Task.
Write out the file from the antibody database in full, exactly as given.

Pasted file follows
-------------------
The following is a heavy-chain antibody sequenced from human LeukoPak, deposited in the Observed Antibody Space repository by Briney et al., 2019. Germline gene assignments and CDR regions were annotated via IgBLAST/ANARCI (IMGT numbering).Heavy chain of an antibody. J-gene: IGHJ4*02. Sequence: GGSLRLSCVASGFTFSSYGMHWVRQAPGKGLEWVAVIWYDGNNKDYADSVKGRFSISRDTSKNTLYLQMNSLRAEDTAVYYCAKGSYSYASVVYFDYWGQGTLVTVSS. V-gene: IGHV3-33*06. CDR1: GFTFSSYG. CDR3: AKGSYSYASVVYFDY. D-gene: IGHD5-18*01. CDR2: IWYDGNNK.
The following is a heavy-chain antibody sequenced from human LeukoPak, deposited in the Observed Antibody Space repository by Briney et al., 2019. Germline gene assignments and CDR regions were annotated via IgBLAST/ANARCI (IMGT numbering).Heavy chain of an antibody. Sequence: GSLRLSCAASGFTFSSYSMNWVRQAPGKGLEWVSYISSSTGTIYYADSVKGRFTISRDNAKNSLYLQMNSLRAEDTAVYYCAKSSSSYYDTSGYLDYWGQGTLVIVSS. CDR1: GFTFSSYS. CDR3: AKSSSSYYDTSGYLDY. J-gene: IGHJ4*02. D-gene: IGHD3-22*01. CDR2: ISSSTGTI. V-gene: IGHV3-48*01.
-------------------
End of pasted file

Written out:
The following is a heavy-chain antibody sequenced from human LeukoPak, deposited in the Observed Antibody Space repository by Briney et al., 2019. Germline gene assignments and CDR regions were annotated via IgBLAST/ANARCI (IMGT numbering).Heavy chain of an antibody. J-gene: IGHJ4*02. Sequence: GGSLRLSCVASGFTFSSYGMHWVRQAPGKGLEWVAVIWYDGNNKDYADSVKGRFSISRDTSKNTLYLQMNSLRAEDTAVYYCAKGSYSYASVVYFDYWGQGTLVTVSS. V-gene: IGHV3-33*06. CDR1: GFTFSSYG. CDR3: AKGSYSYASVVYFDY. D-gene: IGHD5-18*01. CDR2: IWYDGNNK.
The following is a heavy-chain antibody sequenced from human LeukoPak, deposited in the Observed Antibody Space repository by Briney et al., 2019. Germline gene assignments and CDR regions were annotated via IgBLAST/ANARCI (IMGT numbering).Heavy chain of an antibody. Sequence: GSLRLSCAASGFTFSSYSMNWVRQAPGKGLEWVSYISSSTGTIYYADSVKGRFTISRDNAKNSLYLQMNSLRAEDTAVYYCAKSSSSYYDTSGYLDYWGQGTLVIVSS. CDR1: GFTFSSYS. CDR3: AKSSSSYYDTSGYLDY. J-gene: IGHJ4*02. D-gene: IGHD3-22*01. CDR2: ISSSTGTI. V-gene: IGHV3-48*01.